Brazil Pay TV Faces Regulatory Humps

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Sao Paulo, Brazil -- Many of Brazil's newcable-license holders are facing delays in their start-up businesses while awaiting newregulatory guidelines, executives said last week at Brazil's annual pay TV conferencehere, ABTA '99.

The country's telecommunications regulator, theNational Telecommunications Agency (Anatel), is slated to produce guidelines coveringso-called pole agreements any day now. These agreements address the cost of renting polesfrom local electric utilities to run cable from household to household.

Anatel is drawing up the rules in conjunction withBrazil's utility regulator, the National Electrical Energy Agency (Aneel).

Awaiting this ruling has frustrated cable licensees, manyof which have not been able to complete an important part of their build-outs.Pole-attachment agreements have also been a problem for operators in other countries, suchas Japan.

"Some [cable] operators have stated that they have notbeen able to negotiate pole agreements until the regulations are out," said AlexandreAnnenberg, president of cable trade group the Brazilian Association of SubscriptionTelecommunications (ABTA). Annenberg is also responsible for licensing activities at TVA,Brazil's No. 2 MSO.

Still, he credited Anatel for the"professionalism" and "transparency" with which it is managing the payTV franchise-licensing process: This year, it's slated to issue a total of 500licenses for cable and multichannel-multipoint-distribution-service franchises.

As Brazil continues to award the licenses, operators areaiming to get the new businesses up and running as soon as possible, especially inoverbuild areas. The wait for the pole-attachment ruling has little effect on wirelesscable companies.

Many of the new licensees are required to begin commercialoperations by the middle of next year, and they could face fines if they do not do so.

"We're waiting for the pole-attachmentagreements," said Andy McColm, president and CEO of Canbras/TVA, a partnershipbetween Bell Canada International and TVA that owns existing franchises and new licenseareas. "Once we get those, we can be up-and-running pretty quickly."

Anatel and Aneel cannot fix the monthly cost of rentingpoles, which must be done between the pay TV licensees and the utility companies.

The average cost of renting a pole stands at $2 per month-- a figure that can add up to about 3 percent of a cable company's gross revenue,Annenberg said. He argued that these costs are far too high for start-up businesses thatface a tough financial environment.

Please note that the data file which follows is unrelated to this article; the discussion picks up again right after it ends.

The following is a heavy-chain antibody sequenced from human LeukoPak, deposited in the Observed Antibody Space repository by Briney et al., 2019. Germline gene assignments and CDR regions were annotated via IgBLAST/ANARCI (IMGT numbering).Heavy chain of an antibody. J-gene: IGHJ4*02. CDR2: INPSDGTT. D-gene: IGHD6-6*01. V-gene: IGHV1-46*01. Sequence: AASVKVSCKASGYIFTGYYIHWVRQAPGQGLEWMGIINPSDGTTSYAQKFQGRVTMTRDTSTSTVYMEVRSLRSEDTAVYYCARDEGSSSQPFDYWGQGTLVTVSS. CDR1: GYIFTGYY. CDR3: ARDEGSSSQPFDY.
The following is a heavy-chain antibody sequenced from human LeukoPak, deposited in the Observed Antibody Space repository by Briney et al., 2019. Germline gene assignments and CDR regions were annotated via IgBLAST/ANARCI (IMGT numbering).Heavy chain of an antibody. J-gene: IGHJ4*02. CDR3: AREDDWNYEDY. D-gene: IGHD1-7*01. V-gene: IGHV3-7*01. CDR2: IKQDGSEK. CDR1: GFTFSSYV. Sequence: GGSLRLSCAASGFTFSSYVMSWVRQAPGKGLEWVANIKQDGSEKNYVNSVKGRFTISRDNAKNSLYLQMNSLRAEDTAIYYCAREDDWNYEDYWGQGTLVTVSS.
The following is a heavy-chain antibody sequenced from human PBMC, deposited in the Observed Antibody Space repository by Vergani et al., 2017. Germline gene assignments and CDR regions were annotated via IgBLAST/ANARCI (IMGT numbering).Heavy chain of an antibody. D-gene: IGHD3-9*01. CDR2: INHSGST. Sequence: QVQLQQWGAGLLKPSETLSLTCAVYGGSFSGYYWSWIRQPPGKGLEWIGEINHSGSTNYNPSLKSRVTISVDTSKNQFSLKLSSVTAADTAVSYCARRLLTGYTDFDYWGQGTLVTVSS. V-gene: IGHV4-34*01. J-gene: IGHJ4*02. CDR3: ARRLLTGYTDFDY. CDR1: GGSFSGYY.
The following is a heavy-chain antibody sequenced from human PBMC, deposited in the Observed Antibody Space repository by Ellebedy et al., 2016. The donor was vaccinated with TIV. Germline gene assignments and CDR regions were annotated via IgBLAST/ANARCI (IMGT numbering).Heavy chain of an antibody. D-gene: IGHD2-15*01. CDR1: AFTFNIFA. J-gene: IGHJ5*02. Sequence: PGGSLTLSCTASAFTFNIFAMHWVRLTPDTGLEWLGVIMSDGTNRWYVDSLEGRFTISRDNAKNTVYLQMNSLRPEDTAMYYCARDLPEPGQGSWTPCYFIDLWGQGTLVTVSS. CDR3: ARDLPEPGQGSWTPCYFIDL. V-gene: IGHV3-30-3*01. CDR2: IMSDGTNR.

ABTA has recommended monthly rates of about 50 cents perpole, and it is arguing strongly against proposals by electricity companies for some kindof revenue-sharing arrangement between them and cable operators that use theinfrastructure. Annenberg called this last suggestion "unacceptable."

Anatel has other issues on its plate: It has said that onNov. 4, it will permit cable companies to offer bidirectional Internet traffic over theirnetworks.

The main beneficiary of this ruling will be Brazil'sleading cable company, Globo Cabo S.A. The operator plans the commercial launch of itstwo-way Internet service, Virtua, as soon as it gets the regulatory OK.

Currently, Anatel only allows one-way traffic, whichprompted Globo Cabo rival TVA to go ahead earlier this year with the launch of its ownhigh-speed Internet service, Ajato. Since its July launch, Ajato, a one-way service, hasattracted about 1,200 subscribers, according to TVA.

Despite the regulatory wait, most operators and vendors atthis year's ABTA show appeared relatively upbeat.

Brazil's economy, while still fragile in many senses,never tanked as much as expected, and it is showing signs of turning around. And with thenew licensees facing deadlines to begin operations, vendors said they'll be busy withcontract negotiations over the coming months.

Scientific-Atlanta Inc. and General Instrument Corp. bothsaid they've inked deals with new license holders for network equipment.

"It's not booming, but there's more activitynow," S-A regional vice president for Latin America George Stromeyer said.

On the programming side, TNT Latin America and Nickelodeonrecently launched dedicated feeds for Brazil.

"We're done with the [post-devaluation]recontracting, and we are back in a build phase," TNT and Cartoon Network LatinAmerica president Jim Samples said. TNT had planned to launch the dedicated Brazil feednext year, but it moved the date up to Sept. 1, he added.

Programmers also said they've made progress in talkswith Neo TV, a buying cooperative similar to the National Cable Television Cooperative ofthe United States, which represents smaller pay TV operators. While a contract with Neo TVdoesn't represent bona fide carriage, it gives vendors a "hunting license"to enter into talks with the group's members.

Even one of the most battered victims in Brazilian pay TVover the past year is starting to turn the corner: TV Filme Inc., an MMDS operator in theinterior of the country, completed a brutal restructuring that saw most of thecompany's equity go to bondholders.

"I've spent the past four months dealing with thebond restructuring. Now I will be able to concentrate on the operations," TV FilmeCEO Hermano Albuquerque said.

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